Monday, 4 February 2013

Continuing With The Star Fox III

(i) Let's be more precise about the scientific rationale of Staurnian flight in Poul Anderson's The Star Fox (London, 1968). Staurnians are hydrogen breathers who should have less active metabolisms than oxygen breathers and Staurnian gravity is twice terrestrial. However:

they have bird-type bones;
the lower energy of hydrogen molecules is more than compensated for by their greater numbers in the Staurnian atmosphere;
the enzyme systems are efficient;
there is so much ultraviolet from the sun that the plants build very energy-rich compounds.

(ii) The basic Staurnian social unit is a patriarchal household which would not have been able to raise them above savagery. Somehow, possibly by conquest and slavery, they did build a global industrial civilisation which, however, destroyed itself in a nuclear war. Staurnians were happy to revert to patriarchal households, especially since these are now armed with nuclear weapons with which they can attack each other and which they can sell to visiting outworld traders!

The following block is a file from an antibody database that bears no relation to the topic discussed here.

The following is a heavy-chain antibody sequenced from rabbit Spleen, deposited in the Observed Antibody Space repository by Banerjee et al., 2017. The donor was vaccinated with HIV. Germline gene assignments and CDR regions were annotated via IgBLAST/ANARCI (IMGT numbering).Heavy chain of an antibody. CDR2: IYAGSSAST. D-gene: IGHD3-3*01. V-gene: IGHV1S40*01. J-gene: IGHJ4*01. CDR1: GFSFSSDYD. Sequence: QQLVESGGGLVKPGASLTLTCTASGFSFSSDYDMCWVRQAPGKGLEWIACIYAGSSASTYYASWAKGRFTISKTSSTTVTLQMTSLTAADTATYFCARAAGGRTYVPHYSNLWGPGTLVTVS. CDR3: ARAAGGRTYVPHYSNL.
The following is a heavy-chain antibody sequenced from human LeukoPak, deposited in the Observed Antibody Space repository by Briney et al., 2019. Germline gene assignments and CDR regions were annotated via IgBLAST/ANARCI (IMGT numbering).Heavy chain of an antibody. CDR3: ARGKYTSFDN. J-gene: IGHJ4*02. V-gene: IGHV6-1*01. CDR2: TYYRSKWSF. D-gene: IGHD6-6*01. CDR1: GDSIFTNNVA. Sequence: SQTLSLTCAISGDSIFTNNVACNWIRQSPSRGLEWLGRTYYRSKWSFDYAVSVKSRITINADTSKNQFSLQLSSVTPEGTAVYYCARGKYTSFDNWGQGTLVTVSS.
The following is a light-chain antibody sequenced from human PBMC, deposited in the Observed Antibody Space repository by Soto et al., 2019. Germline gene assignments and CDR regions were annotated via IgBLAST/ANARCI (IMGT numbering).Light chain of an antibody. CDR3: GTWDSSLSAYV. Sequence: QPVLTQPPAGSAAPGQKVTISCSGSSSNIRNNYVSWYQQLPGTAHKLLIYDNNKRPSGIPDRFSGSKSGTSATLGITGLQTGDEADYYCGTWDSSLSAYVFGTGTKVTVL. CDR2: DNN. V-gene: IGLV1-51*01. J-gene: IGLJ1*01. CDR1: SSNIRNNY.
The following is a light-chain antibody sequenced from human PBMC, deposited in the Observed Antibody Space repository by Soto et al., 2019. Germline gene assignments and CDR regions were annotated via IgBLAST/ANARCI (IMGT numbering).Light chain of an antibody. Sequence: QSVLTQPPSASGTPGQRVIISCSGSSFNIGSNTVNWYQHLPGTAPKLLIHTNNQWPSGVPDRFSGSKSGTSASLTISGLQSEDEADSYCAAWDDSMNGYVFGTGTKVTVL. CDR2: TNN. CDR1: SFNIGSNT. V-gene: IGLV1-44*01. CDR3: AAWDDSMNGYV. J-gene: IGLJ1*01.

Staurnians are less adversely affected by radiation, having more of it in their environment, their Nests are mostly underground and there are no incendiary effects in a hydrogen atmosphere. A Guild of older males arbitrates, defends Staurn and deals with outworlders.

(iii) Staurn, an obvious anagram of "Saturn," also connotes to me "stern" and "storm." When Heim said that he would buy weapons from a place of that name, it seemed appropriate.

(iv) Staurnian wings are "...chiropteran..." (p. 74) I cannot find this word in a dictionary.

(v) " 'We're laying the foundation of' - he hunted for words - 'admiralty. Man's throughout the universe.' " (p. 203) I am not sure about this use of the word "admiralty."

(vi) " 'If man is going to live throughout the galaxy, he's got to be free to take his own roads...And that way won't the race realize all its potential? Is there any other way we can, than by trying everything out, everywhere?' " (p. 201) - Anderson's consistent message, essentially correct.

(vii) There is at least no economic reason for interstellar wars: " 'What do entire, self-sufficient, isolated worlds have to fight about?' " (p. 201) They have just finished fighting but that was about ideology.

More later.

No comments: